Advance Search

Up

Posters

po047. Call to Action

This poster reprinted a call to trade unions from the Programme of Action against Apartheid adopted by the UN General Assembly. It was widely distributed by the AAM Trade Union Committee.

 
po049. Stop the Execution of Solomon Mahlangu

Solomon Mahlangu was a young ANC freedom fighter sentenced to death in March 1978 for his involvement in a gun battle with police in which two men died. The judge accepted that he had not fired the fatal shots. Together with the ANC, the AAM campaigned in Britain against the sentence. As a result, the British Foreign Secretary David Owen intervened with the South African government. Despite worldwide demands for clemency, Mahlangu was hanged on 6 April 1979.

 
po048. Boycott Barclays

Poster produced for the campaign to make Barclays Bank withdraw from South Africa. The campaign started in 1969 in response to Barclays’ involvement in financing the Cabora Bassa dam in Mozambique. Students played a big part in the campaign, which asked individuals and organisations to withdraw their accounts. Barclays finally pulled out of South Africa in 1986. 

 
po050. Stop the Execution of the Katumba Brothers!

The Katumba Brothers, 16-year-old Benchard and 19-year-old Leavit, were sentenced to death in 1979 by the illegal government headed by Bishop Abel Muzorewa. They were convicted of ‘carrying arms of war’. This poster was produced by the Zimbabwe Emergency Campaign Committee, set up by the AAM, to ask the British government to intervene to stop the hangings.

 
po163. ‘No Sell Out in Zimbabwe’

In the summer of 1979 the AAM campaigned to stop the Conservative government elected in May 1979 from recognising the Muzorewa government in Zimbabwe. This poster was produced for the AAM rally and march through central London on 30 June calling for genuine independence in Zimbabwe under the leadership of the Zimbabwean Patriotic Front.

 
po052. Look before you buy. Boycott the products of apartheid

Poster asking shoppers to boycott South African goods. This was a reprint of a poster first produced in 1978. Some of the items incorporate images of the shootings of school students in Soweto in June 1976.

 
po053. The Freedom Charter

The Freedom Charter was adopted by the Congress of the People held in South Africa in 1955. In the 1980s it once again became a rallying point for anti-apartheid organisations within the country. The ANC declared 1980 the ‘Year of the Charter’ and the AAM distributed thousands of copies of the Freedom Charter during the year.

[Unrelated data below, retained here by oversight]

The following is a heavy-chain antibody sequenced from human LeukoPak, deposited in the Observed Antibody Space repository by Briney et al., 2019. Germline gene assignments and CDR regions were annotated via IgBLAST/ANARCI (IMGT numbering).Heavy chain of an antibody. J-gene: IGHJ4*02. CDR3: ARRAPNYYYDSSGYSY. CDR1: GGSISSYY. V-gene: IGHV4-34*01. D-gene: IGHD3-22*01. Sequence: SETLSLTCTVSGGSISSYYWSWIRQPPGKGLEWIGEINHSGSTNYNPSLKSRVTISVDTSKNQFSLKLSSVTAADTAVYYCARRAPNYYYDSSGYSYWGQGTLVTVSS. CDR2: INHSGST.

po051. International Seminar on Transnational Corporations

Poster for a seminar organised by the AAM and the UN Special Committee Against Apartheid, 2–4 November 1979. The seminar planned internationally co-ordinated campaigns against corporations that exported arms and oil to South Africa and against banks and financial institutions.

 
po054. Zimbabwe Freedom Rally!

Poster advertising a rally on 17 April 1980 to celebrate the conclusion of the Lancaster House talks agreeing the settlement that led to one-person one-vote elections in Zimbabwe.

 
po064. Demo! Sunday March 14 1982

Poster publicising the demonstration held in central London as the climax of the Anti-Apartheid Movement’s ‘Southern Africa: the Time to Choose’ campaign. 15,000 people marched from Hyde Park to Trafalgar Square to hear speeches from ANC and SWAPO presidents Oliver Tambo and Sam Nujoma, Labour MPs Joan Lestor and Tony Benn, the only black member of the British Sports Council Paul Stephenson and immigration campaigner Anwar Ditta. This was the biggest AAM demonstration since the march to protest against the Sharpeville shootings in 1960. On the morning of the demonstration, the ANC office in London was bombed.

 
 
po055. Anti-Apartheid Fortnight of Action

Poster advertising an AAM fortnight of events to celebrate South Africa Freedom Day, 26 June 1980. The poster provided space for local anti-apartheid groups to insert information about local activities.

 
po065. ¡DEMO! ¡DEMO! ¡DEMO! SUNDAY MARCH 14 1982